The emotion control center of the brain, the amygdala, shows significantly higher levels of activation in males viewing sexual visual stimuli than females viewing the same images, according to a Center for Behavioral Neuroscience study led by Emory University psychologists Stephan Hamann and Kim Wallen. The finding, which appears in the April edition of "Nature Neuroscience," demonstrates how men and women process visual sexual stimuli differently, and it may explain gender variations in reproductive behavior.
The study adds to a growing body of research in animals and humans that indicates the amygdala plays a central role in male sexual behavior, Hamann says.
"This study helps us get closer to understanding the fundamental functions of this area of the brain," Hamann says. In addition to adding to basic neuroscience knowledge, the findings potentially could have applications that could help scientists develop therapeutic measures to help people overcome sexual addictions and other dysfunctions, he says.
Beverly Cox Clark | EurekAlert!
Geographers provide new insight into commuter megaregions of the US
01.12.2016 | Dartmouth College
Sustainable Development Goals lead to lower population growth
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In recent years, lasers with ultrashort pulses (USP) down to the femtosecond range have become established on an industrial scale. They could advance some applications with the much-lauded “cold ablation” – if that meant they would then achieve more throughput. A new generation of process engineering that will address this issue in particular will be discussed at the “4th UKP Workshop – Ultrafast Laser Technology” in April 2017.
Even back in the 1990s, scientists were comparing materials processing with nanosecond, picosecond and femtosesecond pulses. The result was surprising:...
Have you ever wondered how you see the world? Vision is about photons of light, which are packets of energy, interacting with the atoms or molecules in what...
A multi-institutional research collaboration has created a novel approach for fabricating three-dimensional micro-optics through the shape-defined formation of porous silicon (PSi), with broad impacts in integrated optoelectronics, imaging, and photovoltaics.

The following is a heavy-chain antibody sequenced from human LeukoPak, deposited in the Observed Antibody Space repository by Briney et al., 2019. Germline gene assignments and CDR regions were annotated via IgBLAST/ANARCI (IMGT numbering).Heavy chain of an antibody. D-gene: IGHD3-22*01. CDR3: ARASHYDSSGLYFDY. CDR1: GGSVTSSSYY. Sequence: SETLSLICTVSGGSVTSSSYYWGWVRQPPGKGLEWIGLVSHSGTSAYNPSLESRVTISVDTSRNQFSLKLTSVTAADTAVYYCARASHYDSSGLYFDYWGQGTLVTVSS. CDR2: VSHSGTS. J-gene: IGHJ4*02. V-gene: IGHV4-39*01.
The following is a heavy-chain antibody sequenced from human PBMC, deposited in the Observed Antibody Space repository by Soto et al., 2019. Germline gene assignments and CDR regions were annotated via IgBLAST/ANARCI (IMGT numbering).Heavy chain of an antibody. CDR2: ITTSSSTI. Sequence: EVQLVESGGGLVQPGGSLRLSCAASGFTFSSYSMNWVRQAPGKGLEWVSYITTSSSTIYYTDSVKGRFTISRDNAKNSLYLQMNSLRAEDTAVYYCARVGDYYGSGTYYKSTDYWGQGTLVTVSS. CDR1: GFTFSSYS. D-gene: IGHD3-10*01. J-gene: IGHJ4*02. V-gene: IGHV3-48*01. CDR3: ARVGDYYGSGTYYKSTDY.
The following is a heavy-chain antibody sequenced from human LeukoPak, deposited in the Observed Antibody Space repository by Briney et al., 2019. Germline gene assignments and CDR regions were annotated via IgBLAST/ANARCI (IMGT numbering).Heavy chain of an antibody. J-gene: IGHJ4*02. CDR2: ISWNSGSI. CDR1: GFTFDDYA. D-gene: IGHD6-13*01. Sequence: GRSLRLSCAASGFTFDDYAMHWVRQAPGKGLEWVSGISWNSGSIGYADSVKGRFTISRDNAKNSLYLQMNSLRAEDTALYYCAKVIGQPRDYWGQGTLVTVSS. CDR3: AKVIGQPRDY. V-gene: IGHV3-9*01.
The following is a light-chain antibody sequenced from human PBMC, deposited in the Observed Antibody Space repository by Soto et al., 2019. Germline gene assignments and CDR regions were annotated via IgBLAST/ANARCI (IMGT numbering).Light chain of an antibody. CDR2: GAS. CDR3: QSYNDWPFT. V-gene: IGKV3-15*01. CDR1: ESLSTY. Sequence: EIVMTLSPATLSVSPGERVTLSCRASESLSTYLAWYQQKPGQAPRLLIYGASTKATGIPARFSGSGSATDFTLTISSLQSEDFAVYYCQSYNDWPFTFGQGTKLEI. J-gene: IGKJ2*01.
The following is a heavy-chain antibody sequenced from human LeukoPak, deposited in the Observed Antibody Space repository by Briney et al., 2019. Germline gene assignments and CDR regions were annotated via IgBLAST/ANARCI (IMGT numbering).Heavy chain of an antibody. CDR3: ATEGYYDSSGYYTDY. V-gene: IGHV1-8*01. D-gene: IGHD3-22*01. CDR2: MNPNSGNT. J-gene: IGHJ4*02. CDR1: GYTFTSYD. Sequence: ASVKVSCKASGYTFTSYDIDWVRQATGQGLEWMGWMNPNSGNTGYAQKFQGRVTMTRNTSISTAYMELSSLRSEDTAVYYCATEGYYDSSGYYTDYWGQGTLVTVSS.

Working with colleagues at Stanford and The Dow Chemical Company, researchers at the University of Illinois at Urbana-Champaign fabricated 3-D birefringent...
In experiments with magnetic atoms conducted at extremely low temperatures, scientists have demonstrated a unique phase of matter: The atoms form a new type of quantum liquid or quantum droplet state. These so called quantum droplets may preserve their form in absence of external confinement because of quantum effects. The joint team of experimental physicists from Innsbruck and theoretical physicists from Hannover report on their findings in the journal Physical Review X.
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The Max Planck Institute for Physics (MPP) is opening up a new research field. A workshop from November 21 - 22, 2016 will mark the start of activities for an innovative axion experiment. Axions are still only purely hypothetical particles. Their detection could solve two fundamental problems in particle physics: What dark matter consists of and why it has not yet been possible to directly observe a CP violation for the strong interaction.
The “MADMAX” project is the MPP’s commitment to axion research. Axions are so far only a theoretical prediction and are difficult to detect: on the one hand,...
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